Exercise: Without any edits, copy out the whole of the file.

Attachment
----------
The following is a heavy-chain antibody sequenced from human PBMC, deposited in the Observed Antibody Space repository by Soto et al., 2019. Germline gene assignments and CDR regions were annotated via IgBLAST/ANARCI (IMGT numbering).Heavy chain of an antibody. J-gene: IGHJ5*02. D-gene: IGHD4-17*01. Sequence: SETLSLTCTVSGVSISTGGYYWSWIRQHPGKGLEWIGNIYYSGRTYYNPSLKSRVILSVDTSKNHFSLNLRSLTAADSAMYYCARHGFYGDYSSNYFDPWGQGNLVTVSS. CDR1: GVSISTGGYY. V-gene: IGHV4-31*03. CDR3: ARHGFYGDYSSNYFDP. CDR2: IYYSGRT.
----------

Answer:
The following is a heavy-chain antibody sequenced from human PBMC, deposited in the Observed Antibody Space repository by Soto et al., 2019. Germline gene assignments and CDR regions were annotated via IgBLAST/ANARCI (IMGT numbering).Heavy chain of an antibody. J-gene: IGHJ5*02. D-gene: IGHD4-17*01. Sequence: SETLSLTCTVSGVSISTGGYYWSWIRQHPGKGLEWIGNIYYSGRTYYNPSLKSRVILSVDTSKNHFSLNLRSLTAADSAMYYCARHGFYGDYSSNYFDPWGQGNLVTVSS. CDR1: GVSISTGGYY. V-gene: IGHV4-31*03. CDR3: ARHGFYGDYSSNYFDP. CDR2: IYYSGRT.